The knock on divided government is that it leads to gridlock. Witness, for example, the tedious standoff between President Donald Trump and the new Democratic majority in the House of Representatives. Their dispute over money for a border wall has partially shut down the federal government.
But more often — especially here in Wisconsin — when power has been split between the two political parties, both sides have had to agree to a little give and take. This is all for the best, since compromise often leads to pragmatic and lasting policy decisions. Neither partisan side gets to push the state to extremes. Instead, shared responsibility for decisions provides a strong incentive for finding reasonable agreement.
That’s what voters should expect and demand now that Democratic Gov. Tony Evers has ended eight years of Republican rule at the statehouse. The GOP still controls both houses of the Legislature, but any bill lawmakers approve must get past the governor’s powerful veto pen.
Evers set the right tone during his inaugural address, saying he’ll work across the partisan divide by encouraging civility and cooperation.
Senate Majority Leader Scott Fitzgerald, a Republican from Juneau, also had good things to say. Fitzgerald told his fellow GOP lawmakers to prepare for a slower pace in government.
More deliberation and openness in the coming year will definitely be an improvement over the fast and sneaky deals Fitzgerald, the Senate and Assembly approved in little more than two days during the lame-duck session held last month. Even some lawmakers acknowledged they didn’t know details of what they were then voting on.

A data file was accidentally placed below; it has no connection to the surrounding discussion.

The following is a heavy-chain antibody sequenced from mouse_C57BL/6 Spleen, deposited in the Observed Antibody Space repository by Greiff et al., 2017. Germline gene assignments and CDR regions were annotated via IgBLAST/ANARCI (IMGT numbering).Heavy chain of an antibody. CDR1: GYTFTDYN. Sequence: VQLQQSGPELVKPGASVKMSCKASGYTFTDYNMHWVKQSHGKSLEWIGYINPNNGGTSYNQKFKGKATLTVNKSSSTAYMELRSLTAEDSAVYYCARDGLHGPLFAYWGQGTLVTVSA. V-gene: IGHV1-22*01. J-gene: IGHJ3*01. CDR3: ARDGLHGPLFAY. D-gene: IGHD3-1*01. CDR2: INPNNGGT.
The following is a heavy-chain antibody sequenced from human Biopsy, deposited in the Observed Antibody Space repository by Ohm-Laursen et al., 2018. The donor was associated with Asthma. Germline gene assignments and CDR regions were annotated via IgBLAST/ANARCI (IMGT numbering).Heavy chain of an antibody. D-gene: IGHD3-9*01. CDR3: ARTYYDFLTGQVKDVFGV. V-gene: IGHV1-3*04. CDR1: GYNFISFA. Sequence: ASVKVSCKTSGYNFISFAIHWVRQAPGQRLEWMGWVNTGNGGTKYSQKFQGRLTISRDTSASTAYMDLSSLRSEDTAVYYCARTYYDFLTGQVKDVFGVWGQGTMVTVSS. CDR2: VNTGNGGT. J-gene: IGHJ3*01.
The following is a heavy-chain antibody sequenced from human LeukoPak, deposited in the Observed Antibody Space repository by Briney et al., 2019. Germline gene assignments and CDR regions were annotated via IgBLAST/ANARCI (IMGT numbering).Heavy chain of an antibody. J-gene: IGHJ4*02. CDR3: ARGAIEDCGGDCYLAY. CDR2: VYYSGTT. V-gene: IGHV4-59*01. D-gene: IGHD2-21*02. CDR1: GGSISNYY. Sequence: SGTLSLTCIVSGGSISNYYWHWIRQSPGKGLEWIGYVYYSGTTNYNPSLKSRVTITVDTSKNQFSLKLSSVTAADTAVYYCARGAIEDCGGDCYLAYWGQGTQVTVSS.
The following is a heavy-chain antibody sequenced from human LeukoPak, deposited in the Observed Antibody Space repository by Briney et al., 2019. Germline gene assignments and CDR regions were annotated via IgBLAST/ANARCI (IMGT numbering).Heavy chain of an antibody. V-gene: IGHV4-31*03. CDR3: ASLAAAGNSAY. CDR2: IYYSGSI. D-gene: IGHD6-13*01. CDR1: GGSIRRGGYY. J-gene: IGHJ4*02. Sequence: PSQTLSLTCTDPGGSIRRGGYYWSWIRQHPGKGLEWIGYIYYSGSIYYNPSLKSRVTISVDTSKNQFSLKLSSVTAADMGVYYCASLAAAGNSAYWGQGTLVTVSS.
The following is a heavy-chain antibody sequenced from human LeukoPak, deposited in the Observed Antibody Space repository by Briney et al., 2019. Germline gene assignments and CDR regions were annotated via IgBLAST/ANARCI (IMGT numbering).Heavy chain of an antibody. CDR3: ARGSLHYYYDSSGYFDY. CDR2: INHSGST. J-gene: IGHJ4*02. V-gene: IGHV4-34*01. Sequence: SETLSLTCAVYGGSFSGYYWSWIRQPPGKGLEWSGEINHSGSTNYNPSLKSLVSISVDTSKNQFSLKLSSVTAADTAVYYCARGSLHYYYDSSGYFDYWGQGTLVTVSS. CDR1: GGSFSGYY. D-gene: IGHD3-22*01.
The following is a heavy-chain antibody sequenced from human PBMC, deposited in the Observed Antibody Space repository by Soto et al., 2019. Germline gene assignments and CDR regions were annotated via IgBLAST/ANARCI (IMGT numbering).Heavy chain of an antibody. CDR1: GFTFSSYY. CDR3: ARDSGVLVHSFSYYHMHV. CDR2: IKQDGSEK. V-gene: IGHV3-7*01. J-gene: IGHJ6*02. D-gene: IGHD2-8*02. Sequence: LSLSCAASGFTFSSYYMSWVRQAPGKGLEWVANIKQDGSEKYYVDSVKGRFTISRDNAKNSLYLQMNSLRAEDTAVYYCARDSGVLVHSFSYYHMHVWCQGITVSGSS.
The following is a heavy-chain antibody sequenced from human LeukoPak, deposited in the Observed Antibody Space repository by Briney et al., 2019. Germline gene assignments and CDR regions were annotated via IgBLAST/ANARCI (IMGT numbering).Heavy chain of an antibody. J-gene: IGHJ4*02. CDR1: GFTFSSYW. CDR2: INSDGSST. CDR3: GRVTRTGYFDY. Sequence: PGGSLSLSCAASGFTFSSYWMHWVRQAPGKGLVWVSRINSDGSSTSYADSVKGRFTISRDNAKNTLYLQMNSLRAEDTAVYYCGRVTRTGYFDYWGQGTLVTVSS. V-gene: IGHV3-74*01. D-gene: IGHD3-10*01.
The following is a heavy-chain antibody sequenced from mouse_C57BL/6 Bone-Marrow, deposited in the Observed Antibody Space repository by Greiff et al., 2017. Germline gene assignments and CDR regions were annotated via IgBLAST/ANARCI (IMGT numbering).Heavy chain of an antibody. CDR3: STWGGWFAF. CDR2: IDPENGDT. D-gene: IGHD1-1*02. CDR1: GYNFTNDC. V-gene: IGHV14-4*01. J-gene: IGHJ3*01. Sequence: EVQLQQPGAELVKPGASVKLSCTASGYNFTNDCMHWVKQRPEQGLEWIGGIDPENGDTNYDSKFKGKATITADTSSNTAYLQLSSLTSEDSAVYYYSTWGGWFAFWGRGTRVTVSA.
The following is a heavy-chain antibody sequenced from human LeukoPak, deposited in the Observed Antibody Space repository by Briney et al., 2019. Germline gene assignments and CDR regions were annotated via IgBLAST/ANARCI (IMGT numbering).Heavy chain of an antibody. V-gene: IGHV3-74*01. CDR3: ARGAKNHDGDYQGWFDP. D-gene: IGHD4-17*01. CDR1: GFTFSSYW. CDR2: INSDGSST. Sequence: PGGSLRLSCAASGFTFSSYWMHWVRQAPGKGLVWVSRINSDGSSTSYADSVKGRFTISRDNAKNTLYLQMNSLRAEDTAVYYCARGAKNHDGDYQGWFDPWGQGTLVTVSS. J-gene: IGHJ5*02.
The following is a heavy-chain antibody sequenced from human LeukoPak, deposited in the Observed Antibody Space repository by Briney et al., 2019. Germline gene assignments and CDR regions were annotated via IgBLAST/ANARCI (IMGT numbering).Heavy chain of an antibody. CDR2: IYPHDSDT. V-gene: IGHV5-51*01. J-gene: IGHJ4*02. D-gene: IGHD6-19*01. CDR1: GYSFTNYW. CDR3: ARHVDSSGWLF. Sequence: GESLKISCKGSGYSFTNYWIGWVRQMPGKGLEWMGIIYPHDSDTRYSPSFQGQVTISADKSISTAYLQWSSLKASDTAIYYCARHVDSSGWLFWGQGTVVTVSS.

Fitzgerald warned his colleagues not to pursue legislation the Democratic governor is sure to veto, such as further restrictions on abortion. That’s wise advice. The less needless division and distraction state leaders engender, the more likely they’ll be to be able to secure bipartisan deals.
Instead of one party shoving its agenda on the other, we’d be able to see both sides balancing their priorities. That will be a refreshing change from the days when Republicans held a lock on power and were able to do whatever they wanted, including loosening gun regulations despite the public’s growing fear of mass shootings, and showering excessive tax breaks on a foreign manufacturer.
A great place to start with compromise is on roads, which have been neglected. Both sides seem open to a reasonable increase in user fees, which haven’t gone up in more than a decade.
Further agreement can be found in fighting homelessness, encouraging startup businesses, pursuing cheaper clean energy, protecting waterways and schools.
That’s what our editorial board will be rooting for — wise, pragmatic steps to deal with the state’s struggles in ways that liberals, conservatives and everyone in the sensible center of Wisconsin politics can accept.
— The Wisconsin State Journal